La Virgen de Guadalupe, or the Virgin of Guadalupe, first appeared to an indigenous man named Juan Diego in 1531, speaking to him in his native Nahuatl language and asking him to build a chapel in her name. When Juan Diego reported the request of La Virgen to a Catholic bishop, he demanded proof of her apparition. Per La Virgen’s instructions, Juan Diego gathered roses he found on the hilltop in his tilma, a cloak made of cactus fiber, and returned to the bishop. Upon opening the fabric, they discovered the beautiful image of La Virgen imprinted on the tilma exactly as Juan Diego had described her.

The tilma, which hangs in the Basilica de Santa María de Guadalupe today, has been the subject of scientific research, debate and religious devotion since the 16th century. Scientists have found no evidence of brush strokes on the tilma, declaring that coloration of the fabric does not contain any known animal or mineral elements. In 1921, when an anti-clerical radical set off a bomb in the basilica, the tilma remained unscathed, reinforcing the miraculous narrative of La Virgen.

“Guadalupe has been used alternatively, and sometimes simultaneously, as a symbol of liberation as well as one of accommodation and control,” writes expert on Marian imagery Jeanette Favrot Peterson, in “The Virgin of Guadalupe: Symbol of Conquest or Liberation?,” published by the College Art Association.

The similarities between La Virgen and native mother goddesses as well as her depiction as a dark-skinned woman facilitated the massive conversion of indigenous communities to Catholicism, serving as a key element in the spread of a hegemonic religion and maintaining the established colonial hierarchy dependent on the subordination of native populations. Even the usage of La Virgen’s image by creole insurgents such as Fr. Miguel Hidalgo during the war for Mexican independence in 1810 represents an attempt to manipulate the popular masses in the fight against Spanish colonialism.

It would not be until the social reform movements of the 20th century, such as those led by Emiliano Zapata in Mexico or César Chávez and Dolores Huerta in the American Southwest, that La Virgen was more actively used as an inclusive symbol of liberation in solidarity with oppressed communities.

Many emphasize the pre-Columbian roots of La Virgen as a source of subversion within sometimes-suffocating community norms or religious doctrine.

In her book “Borderlands, La Frontera,” Chicana writer Gloria Anzaldúa writes, “Guadalupe has been used by the church to mete out institutionalized oppression: to placate the Indians and mexicanos and Chicanos,” even “de-sexing” Guadalupe by erasing her indigenous origins in the Mexica mother goddesses Tonantzin and Coatlalopeuh.

According to Sandra Cisneros, author of “The House on Mango Street,” “She is a face for a god without a face, an indigena for a god without ethnicity, a female deity for a god who is genderless, but I also understand that for her to approach me, for me to finally open the door and accept her, she had to be a woman like me,” reflecting the manner in which Chicanas in particular have reclaimed and reinterpreted La Virgen as an act of self-affirmation.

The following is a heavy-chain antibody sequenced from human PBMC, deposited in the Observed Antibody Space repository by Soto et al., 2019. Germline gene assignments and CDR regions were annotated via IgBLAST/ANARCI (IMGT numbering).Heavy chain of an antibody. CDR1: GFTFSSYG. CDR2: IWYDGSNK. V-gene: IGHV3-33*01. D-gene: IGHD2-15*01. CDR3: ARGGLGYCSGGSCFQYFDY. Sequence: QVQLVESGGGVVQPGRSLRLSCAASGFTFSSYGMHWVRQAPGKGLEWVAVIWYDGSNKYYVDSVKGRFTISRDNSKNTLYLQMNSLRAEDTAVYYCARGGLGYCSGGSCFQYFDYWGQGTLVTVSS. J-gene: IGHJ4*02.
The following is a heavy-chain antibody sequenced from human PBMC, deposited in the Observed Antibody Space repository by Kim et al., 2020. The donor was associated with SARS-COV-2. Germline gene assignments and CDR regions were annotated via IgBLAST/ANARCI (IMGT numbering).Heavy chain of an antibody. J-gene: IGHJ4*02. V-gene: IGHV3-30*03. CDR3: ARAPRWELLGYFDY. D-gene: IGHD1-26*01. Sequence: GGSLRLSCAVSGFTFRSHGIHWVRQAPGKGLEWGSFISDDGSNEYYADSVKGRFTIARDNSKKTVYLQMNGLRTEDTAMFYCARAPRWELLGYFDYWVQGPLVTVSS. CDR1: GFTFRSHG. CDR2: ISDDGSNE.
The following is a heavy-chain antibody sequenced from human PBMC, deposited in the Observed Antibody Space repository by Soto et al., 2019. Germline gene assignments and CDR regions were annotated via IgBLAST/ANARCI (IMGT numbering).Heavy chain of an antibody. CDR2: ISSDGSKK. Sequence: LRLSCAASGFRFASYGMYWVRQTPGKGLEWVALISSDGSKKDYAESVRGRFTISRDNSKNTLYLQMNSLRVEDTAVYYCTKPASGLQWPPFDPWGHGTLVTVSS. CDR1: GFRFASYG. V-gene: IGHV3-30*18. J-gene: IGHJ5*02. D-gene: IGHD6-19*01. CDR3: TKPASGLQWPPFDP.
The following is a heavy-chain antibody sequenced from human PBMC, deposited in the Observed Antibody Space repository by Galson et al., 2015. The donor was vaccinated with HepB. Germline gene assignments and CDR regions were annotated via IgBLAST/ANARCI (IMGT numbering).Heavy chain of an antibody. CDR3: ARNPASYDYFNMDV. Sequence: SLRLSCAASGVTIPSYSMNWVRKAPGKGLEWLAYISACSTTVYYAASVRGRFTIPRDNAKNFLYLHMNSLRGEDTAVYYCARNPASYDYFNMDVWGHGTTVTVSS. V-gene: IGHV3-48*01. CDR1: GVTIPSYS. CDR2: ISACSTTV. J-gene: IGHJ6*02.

As a white woman, I have not lived the experiences of people of Latinx, Chicanx and indigenous backgrounds, whom La Virgen has often aided in their struggles against oppression or for self-identification. But as I stared up at the tilma during my visit to the Basilica de Santa María de Guadalupe and processed the immense power of La Virgen, I cried, deeply moved by her ability to provide marginalized individuals with a revolutionary, loving space both within and beyond the walls of the Catholic Church.

Raised in an interreligious household but more familiar with the tenets of Catholic doctrine, I am frustrated by the patriarchal structure of the Church and the whiteness of Georgetown’s mainstream Catholic community, which fails to magnify the voices of communities of color or engage with the historically oppressive relationship between Latinx individuals and the Catholic faith that began with the violent conquest of the Americas. As an indigenous woman venerated by millions, La Virgen’s existence disrupts traditional Catholic spaces.

In my experience with Catholicism, a faith I have grown to love deeply despite my frustration with the Church, I have never focused on the Virgin as a liberating figure. But my brief glimpse of the tilma has provided me with a new interpretation of the Marian figure — one that “binds, contradicts, and explores intersectionality at its core,” as Salvadoran congressional candidate Wendy Carrillo says, in a celebration of duality and “the divine that exists within.”

Grace Laria is a junior in the School of Foreign Service. This is the third installment of Por Otro Lado.

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